A piece of jawbone excavated from a prehistoric cave in England is the earliest evidence for modern humans in northwestern Europe, according to an international team of scientists. Their research shows that the bone, first believed to be about 35,000 years old, is significantly older – between 44,000 and 41,000 years old.
The new dating of the bone from Kent’s Cavern in southwestern England is expected to help scientists pin down how quickly modern humans spread across Europe during the last Ice Age. It also helps confirm the much-debated theory that early humans coexisted with Neanderthals. Results of the study appear in the November 2011 issue of the journal Nature.
Team member Beth Shapiro of Penn State University explained that the fragment of maxilla (upper jaw) containing three teeth was unearthed in 1927 in Kent’s Cavern, a limestone cave. Records from the original excavations indicate that the jawbone was discovered 10 feet 6 inches beneath the surface and was sealed by stalagmite deposits. Shapiro said:
In 1989, scientists at Oxford University dated the bone as being about 35,000 years old. However, doubts were later raised about the reliability of the date because traces of modern glue, which was used to conserve the bone after discovery, were found on the surface. We knew we were going to have to do additional testing to re-date the bone.
Because the remaining uncontaminated area of bone was deemed too small to re-date, the research team searched through the excavation archives and collections in the Torquay Museum to obtain samples of other animal bones from recorded depths both above and below the spot where the maxilla was found. (Original excavations were undertaken by the Torquay Natural History Society in Devon, England.)
The team then obtained radiocarbon dates for bones of wolf, deer, cave bear, and woolly rhinoceros, all of which were found close to the maxilla and could be dated at between 50,000 and 26,000 years old. Using a Bayesian statistical-modelling method, the scientists then were able to calculate an age for the maxilla.
Tom Higham of Oxford University’s Radiocarbon Accelerator Unit said:
The new dating evidence we have obtained allows us, for the first time, to pinpoint the real age of this key specimen. We believe this piece of jawbone is the earliest direct evidence we have of modern humans in northwestern Europe.
Shapiro explained that the new dating of the bone is especially important because it provides clear evidence that anatomically modern humans coexisted with Neanderthals. She said:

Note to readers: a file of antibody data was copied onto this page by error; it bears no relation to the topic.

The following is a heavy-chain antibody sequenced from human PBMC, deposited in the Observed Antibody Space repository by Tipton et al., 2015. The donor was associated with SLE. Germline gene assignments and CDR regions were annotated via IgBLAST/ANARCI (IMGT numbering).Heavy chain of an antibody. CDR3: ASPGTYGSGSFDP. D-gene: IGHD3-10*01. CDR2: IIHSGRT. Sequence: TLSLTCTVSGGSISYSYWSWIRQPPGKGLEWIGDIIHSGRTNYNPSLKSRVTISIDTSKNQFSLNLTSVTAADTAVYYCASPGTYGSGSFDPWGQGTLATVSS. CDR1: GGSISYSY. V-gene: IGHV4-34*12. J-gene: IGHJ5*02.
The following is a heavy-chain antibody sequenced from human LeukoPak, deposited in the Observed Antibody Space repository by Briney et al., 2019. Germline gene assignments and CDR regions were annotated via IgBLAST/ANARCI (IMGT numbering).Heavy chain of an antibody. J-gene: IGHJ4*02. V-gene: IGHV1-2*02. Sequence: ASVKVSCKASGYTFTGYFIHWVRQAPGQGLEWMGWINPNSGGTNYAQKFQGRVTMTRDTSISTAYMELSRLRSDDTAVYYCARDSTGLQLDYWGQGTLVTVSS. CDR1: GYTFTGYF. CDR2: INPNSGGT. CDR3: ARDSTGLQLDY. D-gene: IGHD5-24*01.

If the jawbone is, in fact, 44,000 to 41,000 years old, that means it was from a time when Neanderthals were still present in Europe, so we first had to confirm that the bone was from an anatomically modern human, and not a Neanderthal.
Using a virtual 3D model based on a CT scan of the jawbone, the team compared the external and internal shapes of the teeth with those of modern human and Neanderthal fossils from a number of different sites. They found early modern human characteristics in all but three of the 16 dental characteristics.
The team determined that – while the dominant characteristics are certainly modern – there are some that are ambiguous or that fall into the Neanderthal range. The team believes these ambiguous features may reflect inadequate sampling of modern human variation, shared primitive features between early modern humans and Neanderthals, or even interbreeding between the two species.
The study could help solve a mystery about the known dates of the Aurignacian period – a time of cultural development in Europe and southwest Asia that lasted from around 45,000 to 35,000 years ago. While Aurignacian tools and ornaments (thought to have been made by the earliest modern humans in Europe) have been dated as old as 44,000 years, tests to pinpoint the age of relevant human remains have resulted in dates that reach no further than between 41,000 and 39,000 years ago, indicating a significant gap.
We now have direct evidence that modern humans were in northwest Europe about 42,500 years ago. It confirms the presence of modern humans at the time of the earliest Aurignacian culture, and tells us a great deal about the dispersal speed of our species across Europe during the last Ice Age.
Bottom line: Scientists – including Beth Shapiro of Penn State University and Tom Higham of Oxford University – re-tested a prehistoric human jawbone found in Kent’s Cavern in England and determined that it is likely between 44,000 and 41,000 years old. This makes it the earliest evidence of modern humans in northwestern Europe, indicates that anatomically modern humans co-existed with Neanderthals, and confirms the presence of modern humans at the time of the earliest Aurignacian culture. Results of the study appear November 2011 in the journal Nature.
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